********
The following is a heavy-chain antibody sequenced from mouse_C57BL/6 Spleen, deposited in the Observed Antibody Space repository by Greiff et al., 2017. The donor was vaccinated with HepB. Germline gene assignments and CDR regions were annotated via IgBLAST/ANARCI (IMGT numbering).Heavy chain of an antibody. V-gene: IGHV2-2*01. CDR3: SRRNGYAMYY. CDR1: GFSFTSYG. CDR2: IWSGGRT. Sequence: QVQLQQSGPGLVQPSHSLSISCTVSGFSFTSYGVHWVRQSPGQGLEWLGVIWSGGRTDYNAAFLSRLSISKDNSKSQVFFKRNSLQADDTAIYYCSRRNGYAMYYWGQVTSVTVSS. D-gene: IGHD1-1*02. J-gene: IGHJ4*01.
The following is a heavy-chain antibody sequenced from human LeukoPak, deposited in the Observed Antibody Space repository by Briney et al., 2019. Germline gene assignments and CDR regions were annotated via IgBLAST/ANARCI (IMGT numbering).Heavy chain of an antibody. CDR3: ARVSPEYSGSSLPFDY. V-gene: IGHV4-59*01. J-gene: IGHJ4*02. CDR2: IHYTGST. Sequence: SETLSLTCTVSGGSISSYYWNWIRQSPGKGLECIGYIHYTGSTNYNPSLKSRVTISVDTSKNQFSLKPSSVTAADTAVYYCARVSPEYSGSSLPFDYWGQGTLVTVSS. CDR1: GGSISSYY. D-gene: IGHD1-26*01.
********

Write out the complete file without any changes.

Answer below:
The following is a heavy-chain antibody sequenced from mouse_C57BL/6 Spleen, deposited in the Observed Antibody Space repository by Greiff et al., 2017. The donor was vaccinated with HepB. Germline gene assignments and CDR regions were annotated via IgBLAST/ANARCI (IMGT numbering).Heavy chain of an antibody. V-gene: IGHV2-2*01. CDR3: SRRNGYAMYY. CDR1: GFSFTSYG. CDR2: IWSGGRT. Sequence: QVQLQQSGPGLVQPSHSLSISCTVSGFSFTSYGVHWVRQSPGQGLEWLGVIWSGGRTDYNAAFLSRLSISKDNSKSQVFFKRNSLQADDTAIYYCSRRNGYAMYYWGQVTSVTVSS. D-gene: IGHD1-1*02. J-gene: IGHJ4*01.
The following is a heavy-chain antibody sequenced from human LeukoPak, deposited in the Observed Antibody Space repository by Briney et al., 2019. Germline gene assignments and CDR regions were annotated via IgBLAST/ANARCI (IMGT numbering).Heavy chain of an antibody. CDR3: ARVSPEYSGSSLPFDY. V-gene: IGHV4-59*01. J-gene: IGHJ4*02. CDR2: IHYTGST. Sequence: SETLSLTCTVSGGSISSYYWNWIRQSPGKGLECIGYIHYTGSTNYNPSLKSRVTISVDTSKNQFSLKPSSVTAADTAVYYCARVSPEYSGSSLPFDYWGQGTLVTVSS. CDR1: GGSISSYY. D-gene: IGHD1-26*01.